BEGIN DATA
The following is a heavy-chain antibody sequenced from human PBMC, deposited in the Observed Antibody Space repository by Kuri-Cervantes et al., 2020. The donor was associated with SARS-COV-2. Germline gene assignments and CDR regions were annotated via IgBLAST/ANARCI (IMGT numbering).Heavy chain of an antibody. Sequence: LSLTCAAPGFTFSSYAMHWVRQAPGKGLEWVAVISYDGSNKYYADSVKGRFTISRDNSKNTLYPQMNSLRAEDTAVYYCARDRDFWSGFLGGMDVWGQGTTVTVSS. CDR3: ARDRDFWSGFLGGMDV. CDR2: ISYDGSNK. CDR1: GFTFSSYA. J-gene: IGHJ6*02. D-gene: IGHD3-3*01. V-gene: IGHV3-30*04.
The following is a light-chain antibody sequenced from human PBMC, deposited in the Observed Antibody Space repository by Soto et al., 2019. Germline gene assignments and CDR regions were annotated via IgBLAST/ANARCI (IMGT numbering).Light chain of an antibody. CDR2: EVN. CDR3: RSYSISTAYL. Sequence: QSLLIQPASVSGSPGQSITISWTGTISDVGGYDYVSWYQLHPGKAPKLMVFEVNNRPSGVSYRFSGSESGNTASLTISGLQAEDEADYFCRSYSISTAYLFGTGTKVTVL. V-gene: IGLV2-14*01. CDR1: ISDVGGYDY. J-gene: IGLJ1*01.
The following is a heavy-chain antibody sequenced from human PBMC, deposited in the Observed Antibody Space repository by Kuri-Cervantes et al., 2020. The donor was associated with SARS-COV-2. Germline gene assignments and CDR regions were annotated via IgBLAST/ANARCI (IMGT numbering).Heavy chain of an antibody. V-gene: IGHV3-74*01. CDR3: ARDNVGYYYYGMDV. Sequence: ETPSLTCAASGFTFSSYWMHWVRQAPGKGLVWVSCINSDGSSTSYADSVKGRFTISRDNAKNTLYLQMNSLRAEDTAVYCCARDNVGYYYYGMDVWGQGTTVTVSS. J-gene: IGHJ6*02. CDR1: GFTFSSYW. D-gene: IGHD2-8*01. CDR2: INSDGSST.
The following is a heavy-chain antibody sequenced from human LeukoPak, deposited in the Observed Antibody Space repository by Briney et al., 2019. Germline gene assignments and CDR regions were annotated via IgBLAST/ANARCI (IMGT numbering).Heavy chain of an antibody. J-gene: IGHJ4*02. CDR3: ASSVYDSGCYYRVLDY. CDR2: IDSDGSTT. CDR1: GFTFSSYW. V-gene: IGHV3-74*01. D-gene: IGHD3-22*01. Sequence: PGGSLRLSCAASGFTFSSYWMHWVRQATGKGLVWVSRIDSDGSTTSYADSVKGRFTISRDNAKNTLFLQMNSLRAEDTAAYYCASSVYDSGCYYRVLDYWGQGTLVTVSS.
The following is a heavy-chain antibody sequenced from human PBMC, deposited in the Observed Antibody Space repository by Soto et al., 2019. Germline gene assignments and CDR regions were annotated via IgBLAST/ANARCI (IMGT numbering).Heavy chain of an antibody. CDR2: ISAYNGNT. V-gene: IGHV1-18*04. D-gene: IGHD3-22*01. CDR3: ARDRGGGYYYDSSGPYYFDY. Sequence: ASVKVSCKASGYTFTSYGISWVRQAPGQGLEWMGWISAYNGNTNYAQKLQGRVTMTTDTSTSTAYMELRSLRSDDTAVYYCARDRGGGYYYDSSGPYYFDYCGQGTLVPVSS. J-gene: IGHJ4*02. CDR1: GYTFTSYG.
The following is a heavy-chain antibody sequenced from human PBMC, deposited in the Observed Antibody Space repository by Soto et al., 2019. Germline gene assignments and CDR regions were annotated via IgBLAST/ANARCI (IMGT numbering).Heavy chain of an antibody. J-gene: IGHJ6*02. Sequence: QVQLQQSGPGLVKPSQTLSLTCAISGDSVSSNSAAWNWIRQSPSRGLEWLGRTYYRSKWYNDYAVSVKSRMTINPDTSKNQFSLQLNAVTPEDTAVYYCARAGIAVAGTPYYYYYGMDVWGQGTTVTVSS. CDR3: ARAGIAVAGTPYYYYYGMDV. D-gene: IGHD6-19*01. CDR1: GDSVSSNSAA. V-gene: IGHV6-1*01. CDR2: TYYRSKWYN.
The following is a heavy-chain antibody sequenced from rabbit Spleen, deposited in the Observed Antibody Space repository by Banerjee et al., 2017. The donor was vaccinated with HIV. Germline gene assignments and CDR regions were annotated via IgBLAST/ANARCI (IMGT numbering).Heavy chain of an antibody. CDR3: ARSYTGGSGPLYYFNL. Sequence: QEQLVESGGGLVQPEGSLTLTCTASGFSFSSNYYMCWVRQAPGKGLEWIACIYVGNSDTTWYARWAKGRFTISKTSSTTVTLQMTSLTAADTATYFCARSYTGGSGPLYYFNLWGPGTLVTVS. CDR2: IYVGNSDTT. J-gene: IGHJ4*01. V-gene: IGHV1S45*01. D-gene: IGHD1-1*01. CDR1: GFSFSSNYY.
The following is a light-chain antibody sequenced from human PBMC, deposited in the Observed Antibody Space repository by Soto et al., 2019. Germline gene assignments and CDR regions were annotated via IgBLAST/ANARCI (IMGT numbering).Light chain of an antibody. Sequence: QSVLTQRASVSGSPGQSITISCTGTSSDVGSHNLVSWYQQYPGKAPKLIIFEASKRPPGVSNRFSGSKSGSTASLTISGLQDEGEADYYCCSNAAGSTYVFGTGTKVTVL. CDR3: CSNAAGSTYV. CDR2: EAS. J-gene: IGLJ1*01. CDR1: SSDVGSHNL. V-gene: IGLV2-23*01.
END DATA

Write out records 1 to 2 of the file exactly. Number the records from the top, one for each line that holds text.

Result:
The following is a heavy-chain antibody sequenced from human PBMC, deposited in the Observed Antibody Space repository by Kuri-Cervantes et al., 2020. The donor was associated with SARS-COV-2. Germline gene assignments and CDR regions were annotated via IgBLAST/ANARCI (IMGT numbering).Heavy chain of an antibody. Sequence: LSLTCAAPGFTFSSYAMHWVRQAPGKGLEWVAVISYDGSNKYYADSVKGRFTISRDNSKNTLYPQMNSLRAEDTAVYYCARDRDFWSGFLGGMDVWGQGTTVTVSS. CDR3: ARDRDFWSGFLGGMDV. CDR2: ISYDGSNK. CDR1: GFTFSSYA. J-gene: IGHJ6*02. D-gene: IGHD3-3*01. V-gene: IGHV3-30*04.
The following is a light-chain antibody sequenced from human PBMC, deposited in the Observed Antibody Space repository by Soto et al., 2019. Germline gene assignments and CDR regions were annotated via IgBLAST/ANARCI (IMGT numbering).Light chain of an antibody. CDR2: EVN. CDR3: RSYSISTAYL. Sequence: QSLLIQPASVSGSPGQSITISWTGTISDVGGYDYVSWYQLHPGKAPKLMVFEVNNRPSGVSYRFSGSESGNTASLTISGLQAEDEADYFCRSYSISTAYLFGTGTKVTVL. V-gene: IGLV2-14*01. CDR1: ISDVGGYDY. J-gene: IGLJ1*01.